Take your pick of any of Simmons’ wise-ass retorts as I Love Lucy supporting player William Frawley; just about any of them will face bleeping from the censors. Might as well make it the funniest: his introductory scene, arguing with Nina Arianda’s Vivian Vance about whether or not child star Rusty Hamer is a Communist.

Kodi Smit-McPhee, The Power of the Dog
The telecast producers’ hardest task will be distilling Smit-McPhee’s performance to a single moment, given that it’s one whose greatness comes through its cumulative power. The solution is to embrace his mysteriousness and show the climax, that beguiling shot of Smit-McPhee almost wordlessly smoking a cigarette. If you’ve seen the film, here is where his mastery reveals itself, and it wouldn’t actually spoil what’s happening.Want more Thrillist? Follow us on Instagram, Twitter, Pinterest, YouTube, TikTok, and Snapchat.

Chris Feil is a freelance entertainment writer and co-host of the podcast This Had Oscar Buzz. His previous work has been seen in Vanity Fair, Vulture, Polygon, The AV Club, and elsewhere. Follow him on Twitter at @chrisvfeil.


Where to Celebrate Lunar New Year 2023 in Australia

And what it means to be in the year of the Rabbit.

where to celebrate lunar new year australia

Starting with the new moon on Sunday, January 22, this Lunar New Year ushers in the year of the Rabbit. We’ve put together a guide on celebrating the Lunar New Year in Australia.

What is special about the year of the Rabbit?

As you might know, each year has an animal sign in the Chinese Zodiac, which is based on the moon and has a 12-year cycle. This year, we celebrate the year of the rabbit, known to be the luckiest out of all twelve animals. It symbolises mercy, elegance, and beauty.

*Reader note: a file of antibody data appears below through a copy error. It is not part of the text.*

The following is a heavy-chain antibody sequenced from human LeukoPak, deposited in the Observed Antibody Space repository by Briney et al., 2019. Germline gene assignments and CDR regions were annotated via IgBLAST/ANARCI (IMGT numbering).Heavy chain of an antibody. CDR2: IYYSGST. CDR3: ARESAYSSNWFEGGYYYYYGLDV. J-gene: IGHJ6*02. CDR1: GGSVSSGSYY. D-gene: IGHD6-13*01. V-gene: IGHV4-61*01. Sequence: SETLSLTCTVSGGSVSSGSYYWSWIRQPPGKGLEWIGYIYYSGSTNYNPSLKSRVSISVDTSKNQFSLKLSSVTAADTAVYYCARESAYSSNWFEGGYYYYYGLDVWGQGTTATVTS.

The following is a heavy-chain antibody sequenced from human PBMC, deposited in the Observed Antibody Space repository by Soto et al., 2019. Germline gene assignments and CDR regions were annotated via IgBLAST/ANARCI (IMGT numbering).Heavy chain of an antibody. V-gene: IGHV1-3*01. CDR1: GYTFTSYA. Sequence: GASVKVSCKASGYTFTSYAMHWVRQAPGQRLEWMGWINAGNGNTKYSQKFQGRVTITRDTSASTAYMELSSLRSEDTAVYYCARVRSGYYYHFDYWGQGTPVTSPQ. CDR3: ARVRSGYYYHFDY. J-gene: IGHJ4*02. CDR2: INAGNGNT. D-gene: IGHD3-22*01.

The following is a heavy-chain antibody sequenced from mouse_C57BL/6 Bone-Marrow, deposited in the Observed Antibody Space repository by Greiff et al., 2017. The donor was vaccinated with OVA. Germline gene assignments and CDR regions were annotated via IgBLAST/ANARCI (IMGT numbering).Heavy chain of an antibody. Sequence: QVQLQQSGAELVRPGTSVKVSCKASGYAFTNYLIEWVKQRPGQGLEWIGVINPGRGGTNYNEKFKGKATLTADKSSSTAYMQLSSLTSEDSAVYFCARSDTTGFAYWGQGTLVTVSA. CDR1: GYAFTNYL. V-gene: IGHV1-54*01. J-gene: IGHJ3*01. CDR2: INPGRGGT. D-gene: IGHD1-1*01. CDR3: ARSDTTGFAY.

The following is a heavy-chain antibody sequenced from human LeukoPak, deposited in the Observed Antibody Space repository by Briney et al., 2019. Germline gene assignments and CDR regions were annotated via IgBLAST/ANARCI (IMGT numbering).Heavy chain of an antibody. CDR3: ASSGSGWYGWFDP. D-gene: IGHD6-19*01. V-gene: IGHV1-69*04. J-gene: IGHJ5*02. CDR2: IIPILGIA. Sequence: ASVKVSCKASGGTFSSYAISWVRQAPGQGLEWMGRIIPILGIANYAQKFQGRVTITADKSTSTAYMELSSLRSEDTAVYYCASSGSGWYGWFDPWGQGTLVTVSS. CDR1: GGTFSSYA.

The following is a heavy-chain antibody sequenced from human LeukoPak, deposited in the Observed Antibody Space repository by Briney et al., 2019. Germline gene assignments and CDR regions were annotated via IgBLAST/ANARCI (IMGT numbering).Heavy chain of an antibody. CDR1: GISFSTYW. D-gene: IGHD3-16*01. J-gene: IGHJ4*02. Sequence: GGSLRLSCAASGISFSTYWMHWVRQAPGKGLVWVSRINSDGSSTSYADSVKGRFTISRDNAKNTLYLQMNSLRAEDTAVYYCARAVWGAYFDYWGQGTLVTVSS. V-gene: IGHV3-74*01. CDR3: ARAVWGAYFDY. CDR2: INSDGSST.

What celebrations are taking place and how can I get involved?

There are plenty of festivals happening all around the country which you can get involved with. Here they are per state.

New South Wales

Darling Harbour Fireworks
When: Every year, Sydney puts on a fireworks show, and this year, you can catch it on January 28 and February 4 at 9 pm in Darling Harbour.

Dragon Boat Races
When: Witness three days of dragon boat races and entertainment on Cockle Bay to usher in the Lunar New Year. The races will commence on January 27 and finish on January 29.

Lion Dances
When: Catch a traditional Lion Dance moving to the beat of a vigorous drum bringing good luck and fortune for the Lunar New Year. The dance performances will happen across Darling Harbour on Saturday, January 21, Sunday, January 22, and Sunday, February 4 and 5, around 6 pm and 9 pm.

Lunar New Year at Cirrus Dining
When: Barangaroo’s waterfront seafood restaurant, Cirrus, is celebrating the Year of the Rabbit with a special feast menu. Cirrus’ LNY menu is $128pp with optional wine pairing and is available from Saturday, January 21, to Sunday, February 5.

Auntie Philter
When: Hello Auntie’s owner and executive chef, Cuong Nguyen will be dishing out some of the most classic Vietnamese street foods with his mum, Linda. All of Philter’s favourites will be on offer, as well as Raspberry Pash Beer Slushies and other cocktails being served at the Philter Brewing rooftop bar on Sunday, January 22 and Sunday, January 29.


Lunar New Year Festival
When: Ring in the Lunar New Year with food, music, arts, and more on Sunday, January 22, from 10 am to 9 pm.

Lunar New Year at the National Gallery of Victoria
When: Celebrate the year of the rabbit at the National Gallery of Victoria’s festival of art, food, and art-making activities for everyone from 10 am-5 pm.


BriAsia Festival
When: From February 1-19, Brisbane will come alive with performances, including lion dances and martial arts displays. There will be street food, workshops, comedy and more.

South Australia

Chinatown Adelaide Street Party
When: Adelaide is set to hose a fun-filled day celebrating the Chinese New Year on Saturday, January 28, from 12 pm to 9 pm.

Western Australia

Crown Perth
When: Across January and February, Crown Perth hosts free live entertainment, including colourful lion dances, roving mascots, and drumming performances. The restaurants will also throw banquets and menus dedicated to the Lunar New Year.